Close reading is so painful!
If this is how you feel about close reading, then this blog post is for you. I love to teach close reading, and I’ve been doing it long enough now that I’ve got a system in place that works very well for my students. I hope this post gives you some good information to take back to your classroom. I’ll also share a close reading freebie at the end!
Here’s the basic procedure that I use for every close reading lesson:
Introduce and Predict
Introduce the title of the text. I always ask my students to predict what the text will be about and what the purpose of the text might be (is it a nonfiction piece to inform, or a fictional piece to entertain?) Always do lots of turn-and-talk when teaching a close reading lesson. The more opportunities your students have to discuss the text, the better.
Read it Through
This should be a cold read. You’re not stopping to ask questions at this stage. You just want your students to listen and follow along with you. After you’ve read it through, feel free to have students echo read it or choral read it with you to build fluency.
Reread and Clarify
This is where you discuss the text for deeper meaning and have the students make notes on their text. We circle words we aren’t sure about and find context clues to show us their meaning. Here, we are really focusing on the structure of the text. One of my biggest struggles when I first started close reading was having enough texts for all of my students to have their own copy. More on that in a bit.
Text Dependent Questions
This is where you ask questions that can only be answered by the text. Students must find the evidence within the text to support their answers. This is where a great deal of deep discussion happens. Always have your students do lots of turn-and-talk to discuss!
Reread and Summarize
After all this discussion, have your students turn-and-talk to summarize the text or to tell something they learned from it. I often have my students write to respond to the reading.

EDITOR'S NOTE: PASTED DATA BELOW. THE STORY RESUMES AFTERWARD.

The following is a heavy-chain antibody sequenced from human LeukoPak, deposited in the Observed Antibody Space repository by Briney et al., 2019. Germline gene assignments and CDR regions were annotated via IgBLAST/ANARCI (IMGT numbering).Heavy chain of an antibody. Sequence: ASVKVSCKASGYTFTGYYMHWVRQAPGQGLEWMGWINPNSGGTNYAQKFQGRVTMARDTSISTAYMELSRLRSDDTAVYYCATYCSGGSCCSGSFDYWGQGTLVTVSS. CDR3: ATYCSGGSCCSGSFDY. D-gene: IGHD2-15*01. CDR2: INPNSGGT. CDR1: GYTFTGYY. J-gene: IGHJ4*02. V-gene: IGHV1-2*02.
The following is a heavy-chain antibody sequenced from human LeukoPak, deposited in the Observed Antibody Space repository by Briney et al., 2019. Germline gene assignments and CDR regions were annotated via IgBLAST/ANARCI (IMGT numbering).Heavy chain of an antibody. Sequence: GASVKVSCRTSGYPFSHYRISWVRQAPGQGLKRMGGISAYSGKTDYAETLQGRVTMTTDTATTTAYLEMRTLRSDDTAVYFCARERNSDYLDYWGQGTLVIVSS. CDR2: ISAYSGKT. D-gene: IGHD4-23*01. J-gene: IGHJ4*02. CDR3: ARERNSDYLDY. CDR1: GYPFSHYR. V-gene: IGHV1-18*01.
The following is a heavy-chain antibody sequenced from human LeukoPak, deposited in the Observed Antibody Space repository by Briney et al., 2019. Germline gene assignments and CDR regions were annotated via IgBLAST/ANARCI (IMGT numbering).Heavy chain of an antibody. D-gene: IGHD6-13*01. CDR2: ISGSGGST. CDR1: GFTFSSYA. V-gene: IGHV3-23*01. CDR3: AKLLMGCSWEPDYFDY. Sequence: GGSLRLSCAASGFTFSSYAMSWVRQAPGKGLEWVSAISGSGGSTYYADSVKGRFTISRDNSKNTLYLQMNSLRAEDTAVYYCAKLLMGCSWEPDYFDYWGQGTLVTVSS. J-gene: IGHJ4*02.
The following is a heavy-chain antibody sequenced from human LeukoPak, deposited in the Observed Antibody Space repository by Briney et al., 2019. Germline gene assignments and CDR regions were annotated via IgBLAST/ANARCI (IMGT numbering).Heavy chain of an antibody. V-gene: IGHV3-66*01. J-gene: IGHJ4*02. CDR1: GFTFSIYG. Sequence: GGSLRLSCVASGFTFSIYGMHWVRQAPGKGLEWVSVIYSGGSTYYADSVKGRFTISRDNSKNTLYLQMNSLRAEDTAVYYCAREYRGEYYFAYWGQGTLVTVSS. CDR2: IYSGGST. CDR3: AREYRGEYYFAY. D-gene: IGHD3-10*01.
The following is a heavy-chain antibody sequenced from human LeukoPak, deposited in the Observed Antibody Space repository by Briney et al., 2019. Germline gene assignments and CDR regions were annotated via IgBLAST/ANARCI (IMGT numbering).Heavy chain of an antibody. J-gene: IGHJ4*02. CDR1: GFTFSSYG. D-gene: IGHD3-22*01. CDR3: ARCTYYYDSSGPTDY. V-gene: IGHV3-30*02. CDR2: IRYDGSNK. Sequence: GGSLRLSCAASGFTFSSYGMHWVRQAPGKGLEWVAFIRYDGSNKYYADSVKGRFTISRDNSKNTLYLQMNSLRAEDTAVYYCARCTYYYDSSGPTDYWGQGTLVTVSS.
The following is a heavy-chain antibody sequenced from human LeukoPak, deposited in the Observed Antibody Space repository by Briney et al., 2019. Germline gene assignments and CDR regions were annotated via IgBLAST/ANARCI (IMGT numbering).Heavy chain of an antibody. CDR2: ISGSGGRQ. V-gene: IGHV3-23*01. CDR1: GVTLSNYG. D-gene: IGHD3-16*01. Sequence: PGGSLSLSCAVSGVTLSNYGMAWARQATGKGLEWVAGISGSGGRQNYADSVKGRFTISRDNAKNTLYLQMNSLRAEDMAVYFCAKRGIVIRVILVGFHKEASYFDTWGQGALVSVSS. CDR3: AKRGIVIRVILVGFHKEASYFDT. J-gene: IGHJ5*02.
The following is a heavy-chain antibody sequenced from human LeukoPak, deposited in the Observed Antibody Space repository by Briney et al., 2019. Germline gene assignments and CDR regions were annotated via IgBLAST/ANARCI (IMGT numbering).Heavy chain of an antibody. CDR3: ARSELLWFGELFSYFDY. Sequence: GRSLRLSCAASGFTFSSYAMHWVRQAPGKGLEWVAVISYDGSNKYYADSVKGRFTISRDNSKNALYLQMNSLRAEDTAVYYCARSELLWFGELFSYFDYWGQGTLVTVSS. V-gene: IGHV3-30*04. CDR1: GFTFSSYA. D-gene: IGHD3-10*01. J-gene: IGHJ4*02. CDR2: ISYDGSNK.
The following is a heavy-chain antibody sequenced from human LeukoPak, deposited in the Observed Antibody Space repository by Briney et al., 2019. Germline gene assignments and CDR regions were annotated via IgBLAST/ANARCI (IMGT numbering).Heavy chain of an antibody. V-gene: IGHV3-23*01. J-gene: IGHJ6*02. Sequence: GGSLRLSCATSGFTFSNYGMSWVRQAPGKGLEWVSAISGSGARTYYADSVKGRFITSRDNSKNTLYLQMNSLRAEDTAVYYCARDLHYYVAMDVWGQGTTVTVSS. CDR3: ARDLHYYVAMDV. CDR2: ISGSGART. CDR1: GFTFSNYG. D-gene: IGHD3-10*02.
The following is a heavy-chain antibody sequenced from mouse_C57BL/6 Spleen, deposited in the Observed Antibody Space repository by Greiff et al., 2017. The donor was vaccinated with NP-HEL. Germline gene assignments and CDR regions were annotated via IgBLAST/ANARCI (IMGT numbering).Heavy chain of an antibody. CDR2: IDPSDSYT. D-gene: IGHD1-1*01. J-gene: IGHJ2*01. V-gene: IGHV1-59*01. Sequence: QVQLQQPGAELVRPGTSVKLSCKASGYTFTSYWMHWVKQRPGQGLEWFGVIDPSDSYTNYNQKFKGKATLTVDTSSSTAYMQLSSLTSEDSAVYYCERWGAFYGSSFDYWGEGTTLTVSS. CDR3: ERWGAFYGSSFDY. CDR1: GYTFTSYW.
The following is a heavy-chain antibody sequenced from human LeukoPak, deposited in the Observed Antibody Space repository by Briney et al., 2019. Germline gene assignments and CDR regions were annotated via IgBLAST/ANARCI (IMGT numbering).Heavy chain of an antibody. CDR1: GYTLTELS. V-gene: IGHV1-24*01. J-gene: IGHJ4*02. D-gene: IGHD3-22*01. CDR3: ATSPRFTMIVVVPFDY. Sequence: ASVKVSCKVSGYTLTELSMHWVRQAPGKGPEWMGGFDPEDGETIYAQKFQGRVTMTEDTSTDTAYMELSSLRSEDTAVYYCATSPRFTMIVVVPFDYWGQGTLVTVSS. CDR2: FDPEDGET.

Close Reading-The Big Challenge
The biggest challenge can often be the text itself. It’s not easy to find quality reading that is simple enough for emergent readers to follow but ALSO rich enough to extend and discuss. That’s why I created a close reading curriculum which includes texts, lesson plans, and extension activities. This set has truly made close reading easier than ever. Here are just a few reasons why I love it.
- Every student gets their own copy of the text. You can print each student a black and white copy (great for teaching in whole group), or you can print out 6 or so colored copies and laminate them (great for small group). My students love to use dry erase markers on their texts. Instant fun.
- The lesson plan is done for you. Need I say more? Time is valuable!
- A Variety of options for extension! Whether you are using the text feature of a diagram to fill in a labeling sheet, finding key details in the text to fill out a can-have-are organizer, or simply writing to summarize, you will find the option that is right for you.
- Built in assessment. Each lesson comes with a quick question sheet that includes a multiple choice question and a fill-in-the-blank question.
My students love doing close reading in whole group. I project the text up on the SMART board and I give each student their own copy of the text, a crayon, and a clipboard. We can use the magic pen on the SMART board to underline evidence, circle words, and make other markings. Then, all of the students make the markings on their own copy. Putting it into the students’ hands is really invaluable when teaching these strategies. Plus, I love that I can send the text home with them, allowing them to share it with their families.
I want you to be able to try these lessons for yourself, which is why I’m offering this close reading lesson for free. Click HERE to access your free lesson. I hope you have a great time teaching it!